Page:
I don't see ghosting in the natively stereo and CGI Hollywood films, but I don't yet know how they're able to get around it. I imagine that Pixar and Dreamworks must have some specially written code for creating stereo images that is less problematic than just two virtual cameras. But live action films like "Drive Angry" and "Step Up 3D" manage to project live action without ghosting. Does anyone know how they did it?

Thanks a lot!

-matt faw
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Old September 7th, 2012, 12:40 PM   #2
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Re: Ghosting / Double Image

A lot of films out there are only 'converted' to S3D meaning they aren't actually shot using stereo cameras. In this case ghosting is easy to control since depth is generated completely from scratch (and is fake).

For true s3D live action, there are tools that can actually re-converge the scene through the use of image processing. 'Ocula' from The Foundry is a tool that can help with this. Ocula actually generates interpolated, 'in-between' views from your left and right source images. It then can recompose a new stereo pair using image data from these interpolated views as well as the source views to give you control over the entire depth range of the scene.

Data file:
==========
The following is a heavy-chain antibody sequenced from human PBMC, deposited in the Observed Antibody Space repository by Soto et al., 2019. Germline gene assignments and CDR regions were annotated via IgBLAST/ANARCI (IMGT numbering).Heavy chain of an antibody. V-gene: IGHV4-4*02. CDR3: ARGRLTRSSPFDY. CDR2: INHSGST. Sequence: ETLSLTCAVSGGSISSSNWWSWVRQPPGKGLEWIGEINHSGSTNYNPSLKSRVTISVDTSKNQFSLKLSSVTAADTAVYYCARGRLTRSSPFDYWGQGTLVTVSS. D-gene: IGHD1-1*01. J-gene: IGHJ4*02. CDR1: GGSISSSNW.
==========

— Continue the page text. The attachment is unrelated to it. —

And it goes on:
Aside from this, you may want to explore getting finer grained control of your stereo rig's IA using mirrors, etc.
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Old September 7th, 2012, 02:46 PM   #3
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Re: Ghosting / Double Image

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Originally Posted by Roger Dass View Post
For true s3D live action, there are tools that can actually re-converge the scene through the use of image processing. 'Ocula' from The Foundry is a tool that can help with this. Ocula actually generates interpolated, 'in-between' views from your left and right source images. It then can recompose a new stereo pair using image data from these interpolated views as well as the source views to give you control over the entire depth range of the scene.

Aside from this, you may want to explore getting finer grained control of your stereo rig's IA using mirrors, etc.
Hi Roger, thanks for your response.